Sometimes it seems like you need a college degree to install a child’s car seat. And, in fact, you almost do.
CHP officers take an intensive week-long training to learn how to install the seats and when they check the ones drivers have installed, they find that three out of four are done incorrectly.
“A week-long class? I thought it was ridiculous,” said CHP officer Chris Miceli. “How hard can it be? But there was a lot to learn. We had four days of classroom and one day of instruction with ‘live’ seats.”
Miceli said car accidents are the number-one killer of children nationwide, and although there is no statistic for how many of those are related to poorly installed seats, having them installed correctly is important to save lives.
“If you know they are the number-one killer, we need to make sure the seats are installed properly,” he said. “It makes it that much more important.”
Between 2010 and 2014, 18,116 kids died in car crashes in the U.S., according to a report in the Journal of Pediatrics. Of those, the study says, 43 percent were improperly restrained or not restrained at all.
For five years the local CHP office has offered its Halloween safety check at Gilroy Gardens, even giving a free pass to the theme park to the first 100 people to show up. This year’s event is Saturday 10am to 2pm in the main parking lot at Gilroy Gardens at 3050 Hecker Pass.
Officers will check seats for recalls and expiration as well as check that the seat you are using is the appropriate one for your child’s height and weight. They will teach how to reinstall seats properly.
The top 10 problems officers find, according to Miceli, are:
- The seats are too loose. There should be no more than one inch side to side of movement when the seat is strapped in.
Forward facing seats are not using the top tether anchor.
The shoulder harness is too high or too low, depending on which way the child is facing. If the child is facing forward, the straps should come out at the shoulders or above. If the child is facing backwards the straps should be at or below the shoulders.
Forward facing seats come in using the rear facing belt path and vice versa.
The lap and shoulder retractors are not put in pre-collision lock mode. When you install a car seat using lap and shoulder belt, after you route the belt and buckle it and before you tighten it, you need to pull the seatbelt all the way out until it can’t come out anymore. You don’t want it to move a little and lock. You want it to be locked already.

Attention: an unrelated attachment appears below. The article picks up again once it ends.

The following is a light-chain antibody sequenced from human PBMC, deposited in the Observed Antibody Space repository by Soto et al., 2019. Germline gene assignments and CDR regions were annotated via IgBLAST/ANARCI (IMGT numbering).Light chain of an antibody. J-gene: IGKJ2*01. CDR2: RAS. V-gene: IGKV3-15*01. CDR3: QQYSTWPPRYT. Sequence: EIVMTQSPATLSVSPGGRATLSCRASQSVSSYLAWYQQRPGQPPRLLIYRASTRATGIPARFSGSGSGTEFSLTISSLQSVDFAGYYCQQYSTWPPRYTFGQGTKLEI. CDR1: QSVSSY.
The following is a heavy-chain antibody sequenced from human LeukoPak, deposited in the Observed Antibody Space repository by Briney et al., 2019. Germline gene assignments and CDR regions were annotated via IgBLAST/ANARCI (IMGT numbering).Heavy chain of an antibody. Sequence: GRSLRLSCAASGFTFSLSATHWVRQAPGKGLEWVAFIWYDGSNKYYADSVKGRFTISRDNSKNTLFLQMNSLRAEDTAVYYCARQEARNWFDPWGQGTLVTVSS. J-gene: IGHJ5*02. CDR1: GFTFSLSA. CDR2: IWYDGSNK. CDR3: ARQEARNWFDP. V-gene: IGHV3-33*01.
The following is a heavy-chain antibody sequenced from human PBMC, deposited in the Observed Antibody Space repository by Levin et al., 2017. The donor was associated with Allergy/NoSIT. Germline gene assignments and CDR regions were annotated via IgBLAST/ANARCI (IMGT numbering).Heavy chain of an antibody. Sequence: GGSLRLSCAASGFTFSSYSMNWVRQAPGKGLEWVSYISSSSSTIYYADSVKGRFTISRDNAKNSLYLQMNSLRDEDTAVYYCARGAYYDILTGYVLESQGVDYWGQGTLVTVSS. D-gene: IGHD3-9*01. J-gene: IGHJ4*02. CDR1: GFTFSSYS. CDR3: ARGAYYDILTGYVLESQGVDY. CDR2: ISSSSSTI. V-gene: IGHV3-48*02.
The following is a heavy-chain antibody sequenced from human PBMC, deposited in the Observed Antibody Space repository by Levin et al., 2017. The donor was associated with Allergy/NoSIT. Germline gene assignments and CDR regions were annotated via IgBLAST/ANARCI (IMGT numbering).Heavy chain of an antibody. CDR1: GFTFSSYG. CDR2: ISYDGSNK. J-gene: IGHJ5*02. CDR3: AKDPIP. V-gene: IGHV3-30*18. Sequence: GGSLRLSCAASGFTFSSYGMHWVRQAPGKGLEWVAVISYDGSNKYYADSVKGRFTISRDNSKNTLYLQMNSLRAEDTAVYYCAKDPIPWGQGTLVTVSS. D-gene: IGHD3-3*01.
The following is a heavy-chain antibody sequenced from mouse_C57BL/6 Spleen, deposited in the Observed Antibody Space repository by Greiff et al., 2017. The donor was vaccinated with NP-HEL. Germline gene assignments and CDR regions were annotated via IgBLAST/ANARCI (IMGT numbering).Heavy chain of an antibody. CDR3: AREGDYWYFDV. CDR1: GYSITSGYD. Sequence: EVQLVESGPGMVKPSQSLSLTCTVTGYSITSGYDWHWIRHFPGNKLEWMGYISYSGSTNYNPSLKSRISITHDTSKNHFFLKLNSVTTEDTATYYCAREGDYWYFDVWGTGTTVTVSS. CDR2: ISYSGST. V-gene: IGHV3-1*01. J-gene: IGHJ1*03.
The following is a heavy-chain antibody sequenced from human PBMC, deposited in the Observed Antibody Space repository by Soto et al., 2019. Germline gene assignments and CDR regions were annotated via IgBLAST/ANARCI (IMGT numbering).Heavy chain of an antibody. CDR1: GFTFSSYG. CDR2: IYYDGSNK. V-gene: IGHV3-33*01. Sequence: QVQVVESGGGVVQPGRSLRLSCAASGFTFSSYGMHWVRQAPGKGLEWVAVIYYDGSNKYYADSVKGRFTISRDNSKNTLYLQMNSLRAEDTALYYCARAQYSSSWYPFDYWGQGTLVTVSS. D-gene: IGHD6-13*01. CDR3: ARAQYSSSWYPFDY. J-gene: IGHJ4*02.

The retaining clip at wrong position across child’s chest. The clips that tie the two shoulder harnesses together should be at the nipple line, at the bottom of the armpits.
The recline angle of rear facing seat is not set correctly. It should be at 45 degrees for angle of recline for rear facing seat. Most seats have a level bubble on side. Often they find babies are not reclined enough.
The 5-point harness too loose. Check it between the top of the clip that joins the two harnesses. If you can pinch that strap and grab it with three fingers, it’s too loose. If you can strum it like a musical instrument too loose.
Latch anchors are fastened upside down.The buckles have a tag saying “This Side Up” but often people twist them the wrong way. Check it.
Insufficient clearance between back of car seat and passenger seat of vehicle when seat installed rear facing.
There should be a hand’s distance between the front seat and the car seat. The front row seats should never touch the car seat. Rear facing seat in front or rear end collision are designed to pivot downward if you have an impact. They flex down to floor cradling the baby. They get as far down as they can go and spring back up. If you wedge the passenger seat, it takes away that feature.
Babies should be behind the passenger seat because drivers need to put their seats as far back as possible because their airbags come out of the steering wheel, while passenger airbags are further from the passenger, in the dashboard.
If you can’t make it to the event, you can make an appointment for CHP’s regular monthly checks by calling(408) 848-2324. Find more information about the laws: https://www.chp.ca.gov/programs-services/programs/child-safety-seats